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Published on April 03, 2012

Sleep Problems May Differ Among Men, Women and Children

In Brief

  • Even though we all sleep, there are some differences in the sleep routines of men, women and children.
  • It’s more common for women to suffer from insomnia, the inability to fall or stay asleep.
  • Studies have shown that twice as many men suffer from sleep apnea than women.
  • Adolescents can be sleep deprived just as most adults. Even though children can suffer from the same sleep disorders as adults, the most common among children are snoring/sleep apnea and parasomnias— which include sleepwalking, night terrors and bedwetting.

Sleep is one of the most important parts of living a healthy life. It’s just as essential as water, food and the air that we breathe. Even though we all sleep, there are some differences in the sleep routines of men, women and children.

“It’s more common for women to suffer from insomnia, the inability to fall or stay asleep,” says Michael Weinstein, M.D., pulmonologist and medical director of the Crozer-Keystone Sleep Center at Delaware County Memorial Hospital. “This is often due to that fact that women’s hormones throughout their life cycles, from pregnancy to menopause, affect them in many ways, especially their sleep patterns.”

Insomnia in women can also be caused by anxiety and depression, or other disturbances in sleep — like a snoring bed partner. Snoring is a symptom of sleep apnea, which is a sleep disorder most common in men.

“Studies have shown that twice as many men suffer from sleep apnea than women,” says Asad Khan, M.D., pulmonologist and medical director of the Crozer-Keystone Sleep Center at Brinton Lake. “Sleep apnea is a sleep disorder in which breathing repeatedly stops and starts throughout the night. With obstructive sleep apnea, the most common form of sleep apnea, a person snores loudly with pauses in their breathing, followed by the person gasping for air.”

The second type of sleep apnea, central sleep apnea, is far less common. It occurs when your brain fails to transmit signals to your breathing muscles. People who suffer from central sleep apnea often wake up with shortness of breath or have a difficulty getting or staying asleep.

“Sleep is very different in children and varies depending on the age,” says Vatsala Ramprasad, M.D., pediatric pulmonologist and medical director of the Crozer-Keystone Pediatric Sleep Center at Crozer-Chester Medical Center. “Infants have no set sleep pattern until they are a few months of age, and that can last up to 6 months of age, when they consolidate sleep into day and nighttime sleep. Pre-pubescent children have the best sleep out of any age group, because most of them get a very deep sleep.”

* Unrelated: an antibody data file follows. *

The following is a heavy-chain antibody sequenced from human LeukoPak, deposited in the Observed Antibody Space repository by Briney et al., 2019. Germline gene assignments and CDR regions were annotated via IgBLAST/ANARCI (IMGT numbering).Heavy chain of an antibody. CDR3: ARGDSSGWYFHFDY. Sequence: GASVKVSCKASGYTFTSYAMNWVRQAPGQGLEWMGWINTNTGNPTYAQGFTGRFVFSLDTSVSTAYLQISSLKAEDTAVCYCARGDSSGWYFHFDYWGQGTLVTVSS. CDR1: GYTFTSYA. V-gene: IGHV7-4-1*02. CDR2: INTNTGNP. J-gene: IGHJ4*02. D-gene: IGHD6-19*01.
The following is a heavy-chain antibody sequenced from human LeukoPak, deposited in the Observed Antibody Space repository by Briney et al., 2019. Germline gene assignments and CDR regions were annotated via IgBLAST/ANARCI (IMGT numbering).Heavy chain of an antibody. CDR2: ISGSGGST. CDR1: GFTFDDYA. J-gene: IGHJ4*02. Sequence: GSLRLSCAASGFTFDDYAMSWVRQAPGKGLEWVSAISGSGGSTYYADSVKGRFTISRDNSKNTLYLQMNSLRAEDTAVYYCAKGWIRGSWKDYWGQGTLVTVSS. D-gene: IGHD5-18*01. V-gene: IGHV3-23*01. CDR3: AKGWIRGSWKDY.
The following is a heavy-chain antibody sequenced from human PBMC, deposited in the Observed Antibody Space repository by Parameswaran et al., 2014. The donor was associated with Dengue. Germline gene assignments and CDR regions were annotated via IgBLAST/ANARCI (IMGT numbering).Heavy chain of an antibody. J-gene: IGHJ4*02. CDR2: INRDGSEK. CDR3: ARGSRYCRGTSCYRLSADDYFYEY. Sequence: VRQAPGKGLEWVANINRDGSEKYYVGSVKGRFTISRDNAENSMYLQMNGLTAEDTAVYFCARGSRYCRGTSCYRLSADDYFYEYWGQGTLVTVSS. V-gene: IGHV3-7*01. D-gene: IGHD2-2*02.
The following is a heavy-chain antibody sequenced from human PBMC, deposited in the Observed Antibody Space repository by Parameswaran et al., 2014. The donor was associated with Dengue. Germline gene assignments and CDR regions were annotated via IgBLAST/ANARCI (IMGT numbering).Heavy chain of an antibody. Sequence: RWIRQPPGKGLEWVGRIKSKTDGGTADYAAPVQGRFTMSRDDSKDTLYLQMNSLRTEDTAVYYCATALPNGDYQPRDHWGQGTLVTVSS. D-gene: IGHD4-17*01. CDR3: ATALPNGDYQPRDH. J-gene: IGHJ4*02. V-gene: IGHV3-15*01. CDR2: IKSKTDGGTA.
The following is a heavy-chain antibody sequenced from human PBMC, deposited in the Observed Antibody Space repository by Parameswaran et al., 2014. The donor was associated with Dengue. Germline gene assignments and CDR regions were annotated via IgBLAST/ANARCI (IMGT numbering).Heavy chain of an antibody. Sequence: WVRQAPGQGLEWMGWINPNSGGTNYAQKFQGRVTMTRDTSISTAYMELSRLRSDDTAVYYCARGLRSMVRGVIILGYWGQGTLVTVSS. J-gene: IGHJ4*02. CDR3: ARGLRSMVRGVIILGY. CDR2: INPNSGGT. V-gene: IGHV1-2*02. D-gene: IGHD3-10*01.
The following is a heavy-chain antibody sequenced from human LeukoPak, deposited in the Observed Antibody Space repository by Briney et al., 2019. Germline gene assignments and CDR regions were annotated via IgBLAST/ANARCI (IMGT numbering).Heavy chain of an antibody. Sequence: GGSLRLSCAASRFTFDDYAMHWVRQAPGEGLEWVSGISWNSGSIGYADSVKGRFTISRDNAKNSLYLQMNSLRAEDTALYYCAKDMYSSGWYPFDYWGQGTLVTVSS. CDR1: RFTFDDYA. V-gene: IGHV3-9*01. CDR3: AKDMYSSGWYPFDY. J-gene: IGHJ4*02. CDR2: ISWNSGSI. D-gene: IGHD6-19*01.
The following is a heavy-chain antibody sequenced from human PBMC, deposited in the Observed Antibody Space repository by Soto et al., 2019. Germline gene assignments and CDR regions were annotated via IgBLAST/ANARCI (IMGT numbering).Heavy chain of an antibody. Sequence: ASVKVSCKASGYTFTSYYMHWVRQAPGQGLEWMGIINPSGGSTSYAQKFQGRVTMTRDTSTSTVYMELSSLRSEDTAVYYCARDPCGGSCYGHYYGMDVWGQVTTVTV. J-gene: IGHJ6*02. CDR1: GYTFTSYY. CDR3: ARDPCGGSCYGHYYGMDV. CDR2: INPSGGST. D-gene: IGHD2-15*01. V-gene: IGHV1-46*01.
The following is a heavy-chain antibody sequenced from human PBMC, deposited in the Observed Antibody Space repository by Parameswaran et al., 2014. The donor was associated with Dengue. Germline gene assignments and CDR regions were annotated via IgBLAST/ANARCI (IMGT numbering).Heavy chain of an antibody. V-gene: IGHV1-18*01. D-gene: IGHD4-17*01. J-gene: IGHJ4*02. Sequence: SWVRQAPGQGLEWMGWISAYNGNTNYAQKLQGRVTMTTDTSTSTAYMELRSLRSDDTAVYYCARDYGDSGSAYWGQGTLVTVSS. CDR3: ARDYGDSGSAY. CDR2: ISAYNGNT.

Adolescents can be sleep deprived just as most adults. Even though children can suffer from the same sleep disorders as adults, the most common among children are snoring/sleep apnea and parasomnias ― which include sleepwalking, night terrors and confusional arousals.

“No matter what a person’s age or gender is, proper sleep hygiene is important for all of us,” says Calvin Stafford, M.D., medical director of the Crozer-Keystone Sleep Center at Taylor Hospital. “Scientific studies have proven that proper rest is vital for growth, memory function and the function of our immune systems. Our resources at the Crozer-Keystone sleep centers can help people of all ages to achieve the proper night’s sleep.”

Crozer-Keystone’s sleep program is the oldest nationally accredited sleep program in the Delaware Valley. Crozer-Keystone uses the latest technology, and the health system’s sleep specialists and physicians are specially trained in the diagnosis and treatment of sleep disorders. We can treat a full-range of sleep disorders in adults and children, including sleep apnea, narcolepsy, restless legs syndrome, insomnia, REM behavior disorder and more.

For more information, or to schedule an appointment at one of the Crozer-Keystone Sleep Centers, call 1-888-SLEEP-03 (1-888-753-3703) or visit http://sleepcenters.crozerkeystone.org.

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